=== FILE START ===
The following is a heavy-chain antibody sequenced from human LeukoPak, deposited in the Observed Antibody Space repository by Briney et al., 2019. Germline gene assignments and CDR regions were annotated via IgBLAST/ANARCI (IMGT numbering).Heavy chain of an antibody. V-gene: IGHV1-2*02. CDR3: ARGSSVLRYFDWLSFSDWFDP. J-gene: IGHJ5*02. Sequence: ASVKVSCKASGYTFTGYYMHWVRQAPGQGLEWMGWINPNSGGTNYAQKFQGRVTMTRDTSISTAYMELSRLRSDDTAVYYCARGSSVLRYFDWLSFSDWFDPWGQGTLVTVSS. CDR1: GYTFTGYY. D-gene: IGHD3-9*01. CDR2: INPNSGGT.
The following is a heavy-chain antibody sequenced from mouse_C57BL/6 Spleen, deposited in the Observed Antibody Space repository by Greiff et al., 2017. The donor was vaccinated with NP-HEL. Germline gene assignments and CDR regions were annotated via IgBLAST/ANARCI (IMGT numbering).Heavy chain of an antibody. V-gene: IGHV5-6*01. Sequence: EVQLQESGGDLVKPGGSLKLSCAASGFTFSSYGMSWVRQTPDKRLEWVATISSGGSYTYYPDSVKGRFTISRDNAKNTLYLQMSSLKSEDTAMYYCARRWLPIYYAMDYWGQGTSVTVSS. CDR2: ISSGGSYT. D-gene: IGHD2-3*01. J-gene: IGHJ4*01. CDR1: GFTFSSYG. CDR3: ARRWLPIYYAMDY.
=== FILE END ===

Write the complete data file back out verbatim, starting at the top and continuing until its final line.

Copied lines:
The following is a heavy-chain antibody sequenced from human LeukoPak, deposited in the Observed Antibody Space repository by Briney et al., 2019. Germline gene assignments and CDR regions were annotated via IgBLAST/ANARCI (IMGT numbering).Heavy chain of an antibody. V-gene: IGHV1-2*02. CDR3: ARGSSVLRYFDWLSFSDWFDP. J-gene: IGHJ5*02. Sequence: ASVKVSCKASGYTFTGYYMHWVRQAPGQGLEWMGWINPNSGGTNYAQKFQGRVTMTRDTSISTAYMELSRLRSDDTAVYYCARGSSVLRYFDWLSFSDWFDPWGQGTLVTVSS. CDR1: GYTFTGYY. D-gene: IGHD3-9*01. CDR2: INPNSGGT.
The following is a heavy-chain antibody sequenced from mouse_C57BL/6 Spleen, deposited in the Observed Antibody Space repository by Greiff et al., 2017. The donor was vaccinated with NP-HEL. Germline gene assignments and CDR regions were annotated via IgBLAST/ANARCI (IMGT numbering).Heavy chain of an antibody. V-gene: IGHV5-6*01. Sequence: EVQLQESGGDLVKPGGSLKLSCAASGFTFSSYGMSWVRQTPDKRLEWVATISSGGSYTYYPDSVKGRFTISRDNAKNTLYLQMSSLKSEDTAMYYCARRWLPIYYAMDYWGQGTSVTVSS. CDR2: ISSGGSYT. D-gene: IGHD2-3*01. J-gene: IGHJ4*01. CDR1: GFTFSSYG. CDR3: ARRWLPIYYAMDY.